It should be without question that the man of the moment in European golf is England’s Tommy Fleetwood.
In the past year the 27-year-old has won his first Rolex Series event, been crowned Race to Dubai champion, become just the sixth man to score a 63 at the US Open (a joint all-time-low) and most recently broke into the world’s top 10.
He’ll stay the centre of attention this week, too.
Surprisingly, in Fleetwood’s Race to Dubai winning campaign he took home just two titles: the Abu Dhabi HSBC Championship and the HNA Open de France.
That means the Southport-native will be defending his title at Le Golf National this week.
How did his Abu Dhabi HSBC Championship defence go, you ask? Oh. He won it. Again.
Just two weeks after making US Open history he’ll fancy his chances this week too.
This is one of the European Tour’s seven Rolex Series events; the big money, the big prizes and, therefore, the big fields.
It probably helps, too, that it’s being hosted by the same course set to hold the Ryder Cup in September, with many wanting to get an early look in.
But nevertheless, for a purely European Tour sanctioned event, the field is big.
World-number-two Justin Thomas will make just his second solely European Tour start (after the Alfred Dunhill Links Championship in 2013) and Spanish wonder kid Jon Rahm will return to European action after a two month absence (his last Europe start resulted in a win at the Open de Espańa).
There are more stalwart names in the lineup including the likes of Sergio Garcia, Alex Noren, Tyrrell Hatton, Rafa Cabrera Bello and Ian Poulter who join Thomas, Rahm and Fleetwood in completing a list of eight of the world’s top 30 in this week’s field.
Last week’s BMW International Open winner Matt Wallace is out again for more of the same this week along with all three of his runners up in Martin Kaymer, Thorbjørn Olesen and Mikko Korhonen.
Only seven Frenchmen have run out victorious in this event’s 112-year running but there will be a strong 17-man French contingency trying to increase that to eight this time around. That includes the nation’s front runner Alexander Levy, Matthieu Pavon, Grégory Bourdy and Mike Lorenzo-Vera.
The full field can be found here.
As we said, it was Fleetwood who ran out as champion last year. A regimented final-round 66 from Fleetwood ensured he finished one ahead of American Peter Uihlein in second and it was this event that sprung him into the Race to Dubai lead.
Englishmen do have a good record at this event; Fleetwood was the 18th English winner here and the good news is four of those went on to defend their title the following year. None of those past English winners – other than Fleetwood – are back this year though.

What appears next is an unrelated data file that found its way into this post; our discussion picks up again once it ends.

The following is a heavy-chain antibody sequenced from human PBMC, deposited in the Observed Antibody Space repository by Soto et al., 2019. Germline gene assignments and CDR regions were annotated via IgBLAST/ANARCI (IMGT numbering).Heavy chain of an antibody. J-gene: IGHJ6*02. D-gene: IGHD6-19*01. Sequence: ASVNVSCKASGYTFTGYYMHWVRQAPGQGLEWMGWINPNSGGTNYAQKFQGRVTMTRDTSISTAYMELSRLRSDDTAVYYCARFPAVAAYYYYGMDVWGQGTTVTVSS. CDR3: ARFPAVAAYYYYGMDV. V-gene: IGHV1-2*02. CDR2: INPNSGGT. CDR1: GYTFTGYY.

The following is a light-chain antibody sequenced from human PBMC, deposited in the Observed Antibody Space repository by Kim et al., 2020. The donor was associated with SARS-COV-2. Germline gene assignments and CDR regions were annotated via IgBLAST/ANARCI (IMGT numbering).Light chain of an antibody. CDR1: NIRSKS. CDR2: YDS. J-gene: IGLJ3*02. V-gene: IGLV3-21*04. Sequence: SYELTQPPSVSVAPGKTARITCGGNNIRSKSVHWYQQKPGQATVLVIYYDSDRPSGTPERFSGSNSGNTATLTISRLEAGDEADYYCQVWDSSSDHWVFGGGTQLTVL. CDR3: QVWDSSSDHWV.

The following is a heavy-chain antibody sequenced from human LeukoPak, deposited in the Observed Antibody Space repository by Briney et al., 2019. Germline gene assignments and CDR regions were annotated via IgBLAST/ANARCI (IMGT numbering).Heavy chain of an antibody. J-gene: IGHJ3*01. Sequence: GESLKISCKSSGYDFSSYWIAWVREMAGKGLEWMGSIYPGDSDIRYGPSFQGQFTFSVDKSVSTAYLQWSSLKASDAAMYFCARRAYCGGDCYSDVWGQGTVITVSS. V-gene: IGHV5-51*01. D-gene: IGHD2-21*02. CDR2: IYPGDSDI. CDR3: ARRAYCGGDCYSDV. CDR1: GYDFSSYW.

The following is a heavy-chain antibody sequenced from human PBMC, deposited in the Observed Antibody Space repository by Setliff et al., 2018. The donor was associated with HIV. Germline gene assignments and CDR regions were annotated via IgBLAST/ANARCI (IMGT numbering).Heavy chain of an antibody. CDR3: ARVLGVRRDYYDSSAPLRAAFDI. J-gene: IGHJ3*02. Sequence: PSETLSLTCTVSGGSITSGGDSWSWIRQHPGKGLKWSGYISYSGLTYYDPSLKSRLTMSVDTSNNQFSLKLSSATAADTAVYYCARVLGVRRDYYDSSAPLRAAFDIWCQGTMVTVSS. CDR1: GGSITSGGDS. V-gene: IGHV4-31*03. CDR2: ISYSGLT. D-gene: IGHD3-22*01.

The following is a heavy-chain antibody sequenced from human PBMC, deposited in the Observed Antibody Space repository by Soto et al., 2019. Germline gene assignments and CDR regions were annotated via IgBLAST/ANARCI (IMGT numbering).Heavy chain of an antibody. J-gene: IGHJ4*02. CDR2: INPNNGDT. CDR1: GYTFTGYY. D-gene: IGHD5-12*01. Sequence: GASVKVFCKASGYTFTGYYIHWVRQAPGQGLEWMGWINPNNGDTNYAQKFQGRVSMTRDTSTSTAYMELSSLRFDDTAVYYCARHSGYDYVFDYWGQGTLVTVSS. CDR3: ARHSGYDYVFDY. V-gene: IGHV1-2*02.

But there are six more past winners in the field – Thongchai Jaidee (2016), Graeme McDowell (2013 & 2014), Marcel Siem (2012), Kaymer (2009), Pablo Larrazábal (2008) and José Maria Olazábal (2001) – joining Fleetwood.
Le Golf National will have a chance to shine this week, and be under intense scrutiny. As the host of this year’s Ryder Cup there will perhaps be more eyes on this event than usually experienced on the European Tour.
So it should come as no surprise that Ryder Cup hopefuls Rahm, Fleetwood, Garcia, Noren, Hatton etc etc are all out in full force this week.
In fact, Thomas has almost admitted he’s come over as an agent for the US team to scout the course out.
“I’m hoping to get some good vibes from it and learn a few things about the course. It’s always good to help provide any information that might help our team prepare,” he confessed.
This week will offer an insight to the strengths and weaknesses, the beauty and flaws and the hits and misses around Le Golf National’s Albatross Course.
But if any course in France is up to the test then it is without a doubt this one. Le Golf National, set in Paris, has hosted the French Open 25 times (this year being the 26th) since its opening in 1990, only missing out in 1999 and 2001.
For a championship parkland course it isn’t too daunting in terms of length. At a par 71 it only measures 7247-yards and has been turned over in 62 shots by Eduardo Romero in 2005.
The greens are not overly quick and the rough is very playable. What makes this course a challenge is tight landing areas and water in play on 10 holes, including 15, 16 and 18.
That better explains the average winning score of the past 10 years sitting at just 10-under.
The stakes match the status this week.
As a Rolex Series event, the prize money sits at $7,000,000 – the joint third highest for a pure European Tour event – and equates to exactly the same in Race to Dubai points. With a weighty field the world ranking points will be healthy too.
But something perhaps unforeseen at stake this week, is the chance to prove to Ryder Cup captains Thomas Bjørn and Jim Furyk an ability to play around the very course that will test Europe and America’s elites in September.
Prove yourself this week and a place could be yours in three months time.
The opening round tees off tomorrow at 07:30am local time.